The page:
I have my own theories but am looking for your thoughts. Please comment and let me know what you think and if there is anything we can do about it.

Thursday, October 16, 2014

Learning is Boring!

During today's 5th grade art class we discussed the topic of 6th grade, and how when kids leave elementary school they seem to really start hating school. I asked them why they thought that was.

The top two answers?

School is boring! 


Learning isn't fun!

To which I responded...

"Learning IS fun!!! Don't you have fun learning in this class?"

There was a resounding "Yes!" followed by, "But this is art class."

I shot right back at them "You should be having fun learning in all your classes!"

An response came from the back of my class that made me stop mid step...

"Then my other teachers are doing something wrong."

So I asked them. "What would make learning more fun?"

The students had so many ideas that I stopped what we were doing and headed straight for the board. I said let's write your ideas up here and see what we come up with.  What should we call this? They came with a blend of fun and learning and created a new word...

Furning: How to make learning fun.

A few minutes later it was the end of class but students were still at the board. 
And below you can see some of the ideas they came up with.

more field trips, fun games, more experiments...

dance, recess everyday, iPods and iPhones...

better motivations and more freedom...

Great thoughts! And honest. And the teachers at our school are wonderful! And they are fun. But I think with all the demands and changes and new standards and new tests and new teaching methods and new students and new zoning and on and on...I think with all that we as teachers are facing, that the fun has been taken out of teaching.  And the natural result of that happening is that the fun in turn has been taken out of learning.

"Having fun would make school AWESOME!"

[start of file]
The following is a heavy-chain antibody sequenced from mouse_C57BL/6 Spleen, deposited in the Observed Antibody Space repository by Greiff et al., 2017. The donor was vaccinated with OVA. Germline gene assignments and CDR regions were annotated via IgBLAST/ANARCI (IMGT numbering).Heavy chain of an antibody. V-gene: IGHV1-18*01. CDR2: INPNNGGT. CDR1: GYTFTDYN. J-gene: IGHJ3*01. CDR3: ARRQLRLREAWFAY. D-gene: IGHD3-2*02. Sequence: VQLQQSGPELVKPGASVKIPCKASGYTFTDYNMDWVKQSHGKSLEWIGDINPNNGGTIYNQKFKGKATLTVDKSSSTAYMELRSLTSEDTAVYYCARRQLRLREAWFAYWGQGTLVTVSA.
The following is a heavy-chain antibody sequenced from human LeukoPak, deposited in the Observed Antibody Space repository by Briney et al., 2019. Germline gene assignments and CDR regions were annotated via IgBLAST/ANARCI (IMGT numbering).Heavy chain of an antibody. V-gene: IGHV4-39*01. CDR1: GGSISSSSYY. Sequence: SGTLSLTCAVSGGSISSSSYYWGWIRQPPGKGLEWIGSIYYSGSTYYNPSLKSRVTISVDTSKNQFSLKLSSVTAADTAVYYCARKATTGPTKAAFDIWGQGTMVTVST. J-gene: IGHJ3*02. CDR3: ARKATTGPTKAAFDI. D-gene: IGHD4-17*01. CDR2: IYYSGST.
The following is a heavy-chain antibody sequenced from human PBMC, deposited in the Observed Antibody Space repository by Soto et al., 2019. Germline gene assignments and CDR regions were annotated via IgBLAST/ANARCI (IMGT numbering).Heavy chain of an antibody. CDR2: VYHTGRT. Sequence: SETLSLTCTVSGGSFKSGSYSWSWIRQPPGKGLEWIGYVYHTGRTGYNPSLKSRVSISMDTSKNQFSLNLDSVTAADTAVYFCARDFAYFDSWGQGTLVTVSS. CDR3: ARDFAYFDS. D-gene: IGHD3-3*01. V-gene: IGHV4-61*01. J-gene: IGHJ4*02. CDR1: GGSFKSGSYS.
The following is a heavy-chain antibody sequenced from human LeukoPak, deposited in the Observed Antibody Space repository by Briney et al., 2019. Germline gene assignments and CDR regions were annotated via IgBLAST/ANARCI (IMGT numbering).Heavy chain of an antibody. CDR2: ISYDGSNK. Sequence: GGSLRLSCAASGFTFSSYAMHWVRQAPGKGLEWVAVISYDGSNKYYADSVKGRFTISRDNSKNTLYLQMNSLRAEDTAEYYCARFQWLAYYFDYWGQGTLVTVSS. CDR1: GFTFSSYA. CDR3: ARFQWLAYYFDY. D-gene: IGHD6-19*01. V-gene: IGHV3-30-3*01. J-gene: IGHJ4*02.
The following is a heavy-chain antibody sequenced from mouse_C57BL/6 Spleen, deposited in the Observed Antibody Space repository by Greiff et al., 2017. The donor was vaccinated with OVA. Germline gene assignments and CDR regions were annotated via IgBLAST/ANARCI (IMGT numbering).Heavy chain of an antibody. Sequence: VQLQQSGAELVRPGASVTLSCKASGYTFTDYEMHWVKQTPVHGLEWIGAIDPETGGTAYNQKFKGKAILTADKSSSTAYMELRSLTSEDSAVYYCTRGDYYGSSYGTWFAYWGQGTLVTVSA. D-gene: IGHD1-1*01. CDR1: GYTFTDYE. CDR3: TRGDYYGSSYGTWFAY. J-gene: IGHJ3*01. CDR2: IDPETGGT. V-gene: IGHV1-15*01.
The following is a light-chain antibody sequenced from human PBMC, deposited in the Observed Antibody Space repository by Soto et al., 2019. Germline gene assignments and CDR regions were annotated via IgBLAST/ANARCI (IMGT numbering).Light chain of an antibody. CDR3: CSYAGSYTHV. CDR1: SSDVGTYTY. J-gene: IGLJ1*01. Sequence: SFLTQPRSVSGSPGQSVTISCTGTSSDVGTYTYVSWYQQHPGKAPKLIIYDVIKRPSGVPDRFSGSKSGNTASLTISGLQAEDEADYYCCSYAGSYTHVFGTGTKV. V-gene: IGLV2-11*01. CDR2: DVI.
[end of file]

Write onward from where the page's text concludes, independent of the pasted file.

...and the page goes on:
Sunday, October 5, 2014

Growth by Pushing Past Fear!

This weekend was our annual FAEA (Florida Arts Educators Association) Conference in Daytona Beach. I have wanted to share my lessons with other teachers to help inspire them to STEAM Ahead with 21st Century Learning but have always found myself held back by fear. Fear of teaching to my peers, fear of the unknown, fear of being judged or criticized.

I faced those fears this weekend when my family made the painstakingly long, 1 hour drive, trip with me from Orlando to Daytona. The week prior I had considered canceling several times and even on the drive over I found myself looking for exits that I could take to turn around.

But by pushing through that fear, I was able to share my cross curricular teaching practices with fellow art educators whose creations are seen in these pictures. 

The mixture of Art and Poetry allowed these educators to be transformed into students who were free to express themselves without fear of judgement. Just as I had been set free to share my lessons without fear of judgement or criticism.

The illustrations and words were woven together to create a singular work of art that expressed the passion educators are usually too busy to take the time to create.

It was a wonderful weekend of collaboration, growth, and expression for presenters and attendees alike, and I am eagerly looking forward to the next chance I have to both inspire and be inspired by more amazing arts educators!!